Consolidated Gay Issue Thread


#5881

johnwk, you support a liberal’s view of statutory interpretation. I thought you were a “conservative”. The PLAIN LANGUAGE of the 14th amendment does not limit its protection to persons of color. You demand that courts ignore that plain language and add an implied limitation based on the historical context in which the amendment was proposed. But no sound rule of statutory construction permits a court such leeway to “make law” up on its own.

I’ll say it again, slowly this time: If the authors of the 14th amendment had intended its protections to extend only to persons of color, they would have so provided in the text of the amendment.


#5882

Your opinion is once again noted my friend.

As is usually the case with you, you offer an unsubstantiated opinion. Doing so does not give weight or legitimacy to your opinion.
And now, you even choose to ignore the most fundamental rule of constitutional construction which is to observe and enforce the 14th Amendment’s legislative intent in spite of the fact it has already been established that enforcing legislative intent is the most fundamental rule of constitutional construction. See: Post No.47 which is titled “The most fundamental rule of Constitutional Construction”.
Now, instead of offering unsubstantiated opinion, how about offering a rebuttal to:

Post No. 1;

Post No. 17;

And, Post No. 80.?

Or simply tell us why you go to great lengths to pretend the 14th Amendment means something unconfirmed by the Congressional Debates of the 39th Congress, nor is in harmony with the text of the 14th Amendment. Why do you attempt to give legitimacy to the Court’s majority opinion which does nothing more than impose its whims and fancies upon the entire population of the United States as the rule of law, and is the very definition of judicial tyranny?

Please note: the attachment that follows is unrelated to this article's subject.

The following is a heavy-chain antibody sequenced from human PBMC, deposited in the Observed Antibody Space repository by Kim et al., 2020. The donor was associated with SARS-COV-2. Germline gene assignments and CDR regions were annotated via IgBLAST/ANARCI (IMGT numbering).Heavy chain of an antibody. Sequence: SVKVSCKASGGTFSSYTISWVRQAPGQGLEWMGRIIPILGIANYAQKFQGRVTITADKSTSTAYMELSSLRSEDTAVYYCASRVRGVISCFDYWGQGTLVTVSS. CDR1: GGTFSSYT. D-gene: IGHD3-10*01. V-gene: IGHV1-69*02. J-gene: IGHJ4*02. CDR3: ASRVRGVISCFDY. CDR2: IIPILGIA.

JWK


“The public welfare demands that constitutional cases must be decided according to the terms of the Constitution itself, and not according to judges’ views of fairness, reasonableness, or justice.” – Justice Hugo L. Black ( U.S. Supreme Court Justice, 1886 - 1971) Source: Lecture, Columbia University, 1968



#5883

Well, how about that? You have just admitted that I’m correct in what I’ve said is the end game of this movement.
The demise of religion.

Don’t think you’re church is safe dude.


#5884

I don’t know about “end games” of “movements”, but it’s plain that adherents of religions that advocate condemnation of homosexuality will be increasingly isolated as the culture changes towards tolerance and acceptance. The task will be to reconcile the culture’s changes with the Constitutional imperative of religious liberty. As I’ve said a couple of times already, now that the right to marry has been guaranteed, I am more open to protecting the religious liberty of those at odds with mainsteam culture. I don’t have a larger “agenda” to destroy religion; I’m a conservative concerned with the preservation of individual freedom. If so-called “Bible-believing” churches are to be relegated to the minority - and I think that’s inevitable unless they change with the times - they are nevertheless entitled to Constitutional protection.


#5885

Wow, it’s like all of a sudden you are comfortable with your true feelings or something.


#5886

[quote=“Jazzhead, post:5884, topic:33143”]
I’m a conservative concerned with the preservation of individual freedom.
[/quote]:rofl:

You still think my camera and my body belong to you and the rest of America to employ in the cause of gay pride.


#5887